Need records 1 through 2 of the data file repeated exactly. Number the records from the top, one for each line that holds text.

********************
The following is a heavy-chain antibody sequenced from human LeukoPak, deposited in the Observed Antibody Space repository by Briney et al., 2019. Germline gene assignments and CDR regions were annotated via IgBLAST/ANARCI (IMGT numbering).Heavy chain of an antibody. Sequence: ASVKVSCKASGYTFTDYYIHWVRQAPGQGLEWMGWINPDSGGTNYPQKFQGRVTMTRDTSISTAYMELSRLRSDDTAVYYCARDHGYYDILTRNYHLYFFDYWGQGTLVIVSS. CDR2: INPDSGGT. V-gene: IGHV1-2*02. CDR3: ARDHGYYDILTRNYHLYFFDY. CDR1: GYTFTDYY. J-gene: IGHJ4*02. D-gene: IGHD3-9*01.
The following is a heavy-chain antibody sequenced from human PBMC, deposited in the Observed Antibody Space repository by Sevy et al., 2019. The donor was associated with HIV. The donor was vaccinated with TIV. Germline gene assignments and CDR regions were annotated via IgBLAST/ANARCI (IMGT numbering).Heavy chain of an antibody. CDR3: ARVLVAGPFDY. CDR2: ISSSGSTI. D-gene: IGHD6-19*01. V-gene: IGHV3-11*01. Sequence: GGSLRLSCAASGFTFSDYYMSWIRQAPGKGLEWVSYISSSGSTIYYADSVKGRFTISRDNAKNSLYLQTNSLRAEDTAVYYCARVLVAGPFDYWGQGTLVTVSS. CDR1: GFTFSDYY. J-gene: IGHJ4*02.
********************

The following is a heavy-chain antibody sequenced from human LeukoPak, deposited in the Observed Antibody Space repository by Briney et al., 2019. Germline gene assignments and CDR regions were annotated via IgBLAST/ANARCI (IMGT numbering).Heavy chain of an antibody. Sequence: ASVKVSCKASGYTFTDYYIHWVRQAPGQGLEWMGWINPDSGGTNYPQKFQGRVTMTRDTSISTAYMELSRLRSDDTAVYYCARDHGYYDILTRNYHLYFFDYWGQGTLVIVSS. CDR2: INPDSGGT. V-gene: IGHV1-2*02. CDR3: ARDHGYYDILTRNYHLYFFDY. CDR1: GYTFTDYY. J-gene: IGHJ4*02. D-gene: IGHD3-9*01.
The following is a heavy-chain antibody sequenced from human PBMC, deposited in the Observed Antibody Space repository by Sevy et al., 2019. The donor was associated with HIV. The donor was vaccinated with TIV. Germline gene assignments and CDR regions were annotated via IgBLAST/ANARCI (IMGT numbering).Heavy chain of an antibody. CDR3: ARVLVAGPFDY. CDR2: ISSSGSTI. D-gene: IGHD6-19*01. V-gene: IGHV3-11*01. Sequence: GGSLRLSCAASGFTFSDYYMSWIRQAPGKGLEWVSYISSSGSTIYYADSVKGRFTISRDNAKNSLYLQTNSLRAEDTAVYYCARVLVAGPFDYWGQGTLVTVSS. CDR1: GFTFSDYY. J-gene: IGHJ4*02.